It’s a given that most of us, even those benefiting financially, agree our current election process is tedious and costly. In less than 200 years, it has evolved from small, exclusive meetings to a Henry VIII orgy, gulping down hundreds of millions of dollars. What our forefathers suggested be a simple process, simply isn’t anymore.
Our Constitution depends on our common sense. It says nothing about how political candidates should be nominated, merely provides guidelines to allow the development of political parties.
Suggestion: Common sense says projected election campaigns begin on Jan. 1 of an election year. Ten months is long enough to advertise, vocalize, and dramatize. Halfway through our present foray, candidates are expended and the public feels stampeded. Voting becomes a spectator sport.
This is really sad . . . because you and I have been known to possess the ability to distinguish between façade and reality! Internet with apps like Twitter enable instant communication, transmitting data with lightning speed, ensuring immediate exposure of person, place – and skeleton. We are constantly bombarded with miniscule details and disclosures of candidates’ lives.
Give us voter education, not verbal assault and battery. Give us straightforward, realistic objectives on which to base choices since individual leadership can and has transformed history. Allow us the opportunity within a specific period of time to listen beyond promises made – to do more than be a bobble-head.
Actually, the job of politician is no different from any other. Get past the period of adjustment and it becomes cyclical BUT due to passive term limit policies, our politicians plus our Commander-in-Chief become gerbils on an exercise wheel. Year one: acclimate to 24/7 fishbowl. Year two: State of the Union - a quasi apology counteracting criticism. Year three: look to re-election. Forget the fourth! For most, this leaves one year of actual focused leadership.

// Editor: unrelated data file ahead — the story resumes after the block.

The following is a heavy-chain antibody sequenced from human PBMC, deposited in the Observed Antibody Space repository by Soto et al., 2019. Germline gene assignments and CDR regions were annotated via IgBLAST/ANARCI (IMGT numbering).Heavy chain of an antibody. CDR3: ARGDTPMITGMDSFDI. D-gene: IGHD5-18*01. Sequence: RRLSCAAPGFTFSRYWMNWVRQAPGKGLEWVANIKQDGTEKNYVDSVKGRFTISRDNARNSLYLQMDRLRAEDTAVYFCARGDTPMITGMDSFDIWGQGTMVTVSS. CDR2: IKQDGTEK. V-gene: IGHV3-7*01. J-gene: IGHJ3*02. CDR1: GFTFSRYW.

Suggestion: presidential term of five or six years, sans re-election. Common sense says this will allow focus on issues, not campaigning.
Our forefathers served with commitment, dedication – and at times a certain amount of flair – departing at the completion of duties. They worked together to build our nation, trusting the growth of that nation to future generations. They were not career politicians. They got elected, served, and got out before they burned out.
Our democratic process works. It is filled with those who willingly guard world peace and resolve constituent woes. It’s up to us to elect the most qualified individual in a timely and prudent manner.
Suggestion: How about some common sense?
Barbara Traynor is a Second Career Volunteer, and an author and workshop facilitator at BT Books LLC.
The views expressed by commentators are solely those of the authors, and do not reflect the views of this station or its management.